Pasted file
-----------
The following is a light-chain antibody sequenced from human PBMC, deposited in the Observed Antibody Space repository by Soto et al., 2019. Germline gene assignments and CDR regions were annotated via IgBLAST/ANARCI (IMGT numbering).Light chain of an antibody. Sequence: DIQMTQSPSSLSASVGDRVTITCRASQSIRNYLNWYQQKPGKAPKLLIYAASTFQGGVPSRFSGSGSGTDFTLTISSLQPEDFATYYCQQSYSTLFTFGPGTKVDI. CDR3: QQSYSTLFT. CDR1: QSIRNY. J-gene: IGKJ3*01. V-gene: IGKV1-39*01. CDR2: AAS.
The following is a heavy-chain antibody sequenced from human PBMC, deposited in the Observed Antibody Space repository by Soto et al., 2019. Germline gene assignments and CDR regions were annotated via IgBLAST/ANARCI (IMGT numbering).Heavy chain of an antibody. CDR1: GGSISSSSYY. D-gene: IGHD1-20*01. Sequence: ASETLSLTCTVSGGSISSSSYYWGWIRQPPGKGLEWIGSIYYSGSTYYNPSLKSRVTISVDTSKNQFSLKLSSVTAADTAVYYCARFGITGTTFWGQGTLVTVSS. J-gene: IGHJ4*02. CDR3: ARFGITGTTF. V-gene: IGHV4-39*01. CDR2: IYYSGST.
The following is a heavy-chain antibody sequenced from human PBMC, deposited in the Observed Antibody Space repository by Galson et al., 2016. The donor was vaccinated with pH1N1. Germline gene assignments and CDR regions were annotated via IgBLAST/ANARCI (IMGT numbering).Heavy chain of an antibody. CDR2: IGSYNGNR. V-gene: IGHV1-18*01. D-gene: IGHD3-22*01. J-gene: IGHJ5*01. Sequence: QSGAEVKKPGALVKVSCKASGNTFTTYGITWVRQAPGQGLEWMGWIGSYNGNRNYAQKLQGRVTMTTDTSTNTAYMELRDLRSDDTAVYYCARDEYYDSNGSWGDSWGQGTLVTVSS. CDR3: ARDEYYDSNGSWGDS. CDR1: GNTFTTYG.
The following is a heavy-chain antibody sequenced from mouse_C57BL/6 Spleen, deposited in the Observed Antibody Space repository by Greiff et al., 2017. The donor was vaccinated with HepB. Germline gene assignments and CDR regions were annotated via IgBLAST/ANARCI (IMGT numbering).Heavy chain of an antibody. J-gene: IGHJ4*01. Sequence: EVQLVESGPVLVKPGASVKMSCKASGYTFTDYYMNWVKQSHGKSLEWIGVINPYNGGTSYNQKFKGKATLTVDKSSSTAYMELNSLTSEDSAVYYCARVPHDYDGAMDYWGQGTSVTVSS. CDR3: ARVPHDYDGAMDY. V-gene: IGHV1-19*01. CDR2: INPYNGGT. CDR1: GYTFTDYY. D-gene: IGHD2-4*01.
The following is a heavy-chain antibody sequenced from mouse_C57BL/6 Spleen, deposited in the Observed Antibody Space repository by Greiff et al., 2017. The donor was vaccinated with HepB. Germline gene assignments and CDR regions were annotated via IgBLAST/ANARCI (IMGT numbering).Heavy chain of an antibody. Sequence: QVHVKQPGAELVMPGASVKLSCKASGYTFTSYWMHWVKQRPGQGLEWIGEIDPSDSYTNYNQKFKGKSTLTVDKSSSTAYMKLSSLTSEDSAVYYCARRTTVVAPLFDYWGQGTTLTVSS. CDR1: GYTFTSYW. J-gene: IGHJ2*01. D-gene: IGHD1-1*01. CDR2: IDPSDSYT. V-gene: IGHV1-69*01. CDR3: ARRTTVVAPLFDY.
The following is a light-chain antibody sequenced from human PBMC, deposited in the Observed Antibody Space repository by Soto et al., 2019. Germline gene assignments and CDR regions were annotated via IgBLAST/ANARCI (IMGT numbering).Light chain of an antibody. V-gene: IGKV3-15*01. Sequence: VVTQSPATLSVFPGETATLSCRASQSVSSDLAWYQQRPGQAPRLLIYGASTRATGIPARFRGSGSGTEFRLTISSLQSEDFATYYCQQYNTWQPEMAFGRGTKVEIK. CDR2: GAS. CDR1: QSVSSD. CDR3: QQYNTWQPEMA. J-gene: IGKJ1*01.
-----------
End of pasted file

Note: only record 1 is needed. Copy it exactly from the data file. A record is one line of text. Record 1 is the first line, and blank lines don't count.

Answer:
The following is a light-chain antibody sequenced from human PBMC, deposited in the Observed Antibody Space repository by Soto et al., 2019. Germline gene assignments and CDR regions were annotated via IgBLAST/ANARCI (IMGT numbering).Light chain of an antibody. Sequence: DIQMTQSPSSLSASVGDRVTITCRASQSIRNYLNWYQQKPGKAPKLLIYAASTFQGGVPSRFSGSGSGTDFTLTISSLQPEDFATYYCQQSYSTLFTFGPGTKVDI. CDR3: QQSYSTLFT. CDR1: QSIRNY. J-gene: IGKJ3*01. V-gene: IGKV1-39*01. CDR2: AAS.